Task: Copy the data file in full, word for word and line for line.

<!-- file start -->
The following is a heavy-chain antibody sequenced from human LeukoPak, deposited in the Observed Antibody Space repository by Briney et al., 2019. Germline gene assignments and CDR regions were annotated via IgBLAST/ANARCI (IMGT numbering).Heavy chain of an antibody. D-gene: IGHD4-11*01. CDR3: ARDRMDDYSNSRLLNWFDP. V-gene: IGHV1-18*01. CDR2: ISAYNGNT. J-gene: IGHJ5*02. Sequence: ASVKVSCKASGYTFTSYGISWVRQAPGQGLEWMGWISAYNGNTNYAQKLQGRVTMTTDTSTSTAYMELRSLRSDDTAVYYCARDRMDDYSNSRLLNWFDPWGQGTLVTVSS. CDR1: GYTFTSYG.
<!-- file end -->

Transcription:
The following is a heavy-chain antibody sequenced from human LeukoPak, deposited in the Observed Antibody Space repository by Briney et al., 2019. Germline gene assignments and CDR regions were annotated via IgBLAST/ANARCI (IMGT numbering).Heavy chain of an antibody. D-gene: IGHD4-11*01. CDR3: ARDRMDDYSNSRLLNWFDP. V-gene: IGHV1-18*01. CDR2: ISAYNGNT. J-gene: IGHJ5*02. Sequence: ASVKVSCKASGYTFTSYGISWVRQAPGQGLEWMGWISAYNGNTNYAQKLQGRVTMTTDTSTSTAYMELRSLRSDDTAVYYCARDRMDDYSNSRLLNWFDPWGQGTLVTVSS. CDR1: GYTFTSYG.